Technological humanism discussed at the International Conference on Cyberlaw, Cybercrime & Cybersecurity
This year's International Conference on Cyberlaw, Cybercrime & Cybersecurity was organised by Cyberlaws.net, hosted virtually and directed by Cyber lawyer expert and Globethics.net Board member, Dr Pavan Duggal from 25 to 26 November 2020. The conference focused on addressing distinct COVID-19 cyber challenges, and covered a total of 55 topics. Globethics.net Executive Director, Obiora Ike spoke at the session titled ‘Artificial Intelligence, Ethics & Emerging Trends', which was chaired by Globethics.net President and Founder Christoph Stueckelberger.
Artificial Intelligence (AI) has become a major driver globally, and this session aimed to open the box and reflect on the values that drive the responsible use of AI. Obiora Ike noted that artificial is the opposite of natural, and as human nature symbolises the natural, AI should be used as an aid and not replace the maker. He shared his concerns with humans ‘becoming the victim of our own product', and the need for legal and ethical frameworks. Development of AI technologies must include ethical values, purpose, principle, character and disposition. In order to establish ethical compliance, Obiora Ike noted that one must ask the following questions:
• Does it cause harm?
• Is it benevolent?
• Is it healthy?
• Is it efficient?
• Does it have respect for the autonomy of the human person?
• Does it serve justice and fairness?
• Is it proportionate?
Prof. Dr Udo Helmbrecht, Honorary Professor at the Institute for Technical Computer Science, talked about the evolution of AI technologies, transitioning from chip technology to cloud storage services. With this evolution, he spoke from an IT security perspective, posing questions such as, ‘what information should be stored in premises and what information should be stored in the cloud, what it the computer architect of the future?' He noted that building trust was vital to maximise the use of products, but also to ensure safe generation, transmission and storage of digital data. With the rise of the ‘Internet of things' and everything becoming increasingly connected, Bishwa Kalyan Dash, Asst. Prof. of Law at Nirma University also discussed the challenges this poses for the law. Key points such as machines as a legal personality, property and who takes liability for the damage that can be caused by AI technologies were discussed.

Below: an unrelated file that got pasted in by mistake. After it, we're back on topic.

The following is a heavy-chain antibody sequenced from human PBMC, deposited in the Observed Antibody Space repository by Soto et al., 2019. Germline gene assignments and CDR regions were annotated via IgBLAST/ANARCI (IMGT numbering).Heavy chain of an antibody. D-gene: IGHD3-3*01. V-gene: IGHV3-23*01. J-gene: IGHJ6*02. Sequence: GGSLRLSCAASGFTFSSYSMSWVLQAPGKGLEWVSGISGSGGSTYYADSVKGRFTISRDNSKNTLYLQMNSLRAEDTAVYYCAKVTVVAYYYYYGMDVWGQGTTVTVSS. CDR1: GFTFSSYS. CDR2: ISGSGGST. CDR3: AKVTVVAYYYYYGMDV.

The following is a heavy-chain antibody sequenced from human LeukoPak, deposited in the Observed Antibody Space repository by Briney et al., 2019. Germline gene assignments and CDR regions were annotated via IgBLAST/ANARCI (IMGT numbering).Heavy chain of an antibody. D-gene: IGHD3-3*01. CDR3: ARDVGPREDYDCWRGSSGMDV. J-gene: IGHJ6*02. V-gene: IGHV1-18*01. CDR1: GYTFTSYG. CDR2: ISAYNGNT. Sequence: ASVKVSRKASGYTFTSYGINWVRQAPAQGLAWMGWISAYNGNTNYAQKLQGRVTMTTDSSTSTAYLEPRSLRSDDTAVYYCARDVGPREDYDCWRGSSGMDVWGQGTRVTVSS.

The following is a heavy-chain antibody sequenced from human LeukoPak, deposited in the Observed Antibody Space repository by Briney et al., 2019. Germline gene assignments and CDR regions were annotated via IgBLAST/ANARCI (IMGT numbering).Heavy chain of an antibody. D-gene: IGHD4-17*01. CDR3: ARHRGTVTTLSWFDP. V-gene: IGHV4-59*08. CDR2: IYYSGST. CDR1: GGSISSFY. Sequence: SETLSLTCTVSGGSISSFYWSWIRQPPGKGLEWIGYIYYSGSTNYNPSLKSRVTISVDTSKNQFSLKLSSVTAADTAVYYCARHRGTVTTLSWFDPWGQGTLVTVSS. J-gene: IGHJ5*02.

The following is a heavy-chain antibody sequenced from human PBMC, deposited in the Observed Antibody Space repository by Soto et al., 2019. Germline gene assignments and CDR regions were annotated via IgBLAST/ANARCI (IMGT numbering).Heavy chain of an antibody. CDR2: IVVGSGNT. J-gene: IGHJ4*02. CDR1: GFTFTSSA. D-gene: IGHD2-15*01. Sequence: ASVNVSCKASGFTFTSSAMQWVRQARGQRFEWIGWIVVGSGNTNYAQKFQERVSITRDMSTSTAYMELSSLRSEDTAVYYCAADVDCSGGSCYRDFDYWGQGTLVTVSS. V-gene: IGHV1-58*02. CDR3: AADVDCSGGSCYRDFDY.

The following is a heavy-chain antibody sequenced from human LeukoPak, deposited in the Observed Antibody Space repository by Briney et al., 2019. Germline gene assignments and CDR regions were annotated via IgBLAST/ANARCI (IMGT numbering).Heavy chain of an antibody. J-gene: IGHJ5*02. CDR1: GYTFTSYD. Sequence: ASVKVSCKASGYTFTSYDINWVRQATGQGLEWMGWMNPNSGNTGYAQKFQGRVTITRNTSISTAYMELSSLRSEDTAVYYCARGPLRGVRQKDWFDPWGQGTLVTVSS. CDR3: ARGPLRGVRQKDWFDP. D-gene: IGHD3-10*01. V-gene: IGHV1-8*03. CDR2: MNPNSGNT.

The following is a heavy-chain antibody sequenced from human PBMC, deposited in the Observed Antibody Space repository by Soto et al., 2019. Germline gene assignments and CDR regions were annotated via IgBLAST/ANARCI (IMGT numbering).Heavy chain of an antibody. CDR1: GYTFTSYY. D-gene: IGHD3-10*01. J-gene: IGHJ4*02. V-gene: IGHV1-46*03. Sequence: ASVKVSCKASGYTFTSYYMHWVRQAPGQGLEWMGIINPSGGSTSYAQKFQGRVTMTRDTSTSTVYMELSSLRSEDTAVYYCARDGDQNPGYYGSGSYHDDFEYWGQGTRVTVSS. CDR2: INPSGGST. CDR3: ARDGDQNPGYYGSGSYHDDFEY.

Ethical balance offers a unifying standpoint between technophobia and techno euphoria, and emphasis was placed on the need for ‘technological humanism'. This concept refers to placing human concerns at the centre of development and placing people before objects. Whilst AI technologies have the immense innovative capacity, it must also be linked to responsibility. Obiora Ike concluded that we must ensure a holistic and multi-disciplinary approach to the development of AI technologies, so that we may ‘think, act and govern ethically.'
The Outcome document of the International Conference on Cyberlaw, Cybercrime & Cybersecurity 2020 brought together key recommendations identified by participants and made a call for action to key stakeholders. The recommendations focused on identifying a global definition for cyber-sovereignty to be adopted by nations, and also emphasised the need to a security-first culture supported by risk analysis and mitigation strategies. The document also noted the importance to find solutions to data privacy, data harvesting and data farming, in the context of law, policy and regulations.
You can read the full document by clicking here.
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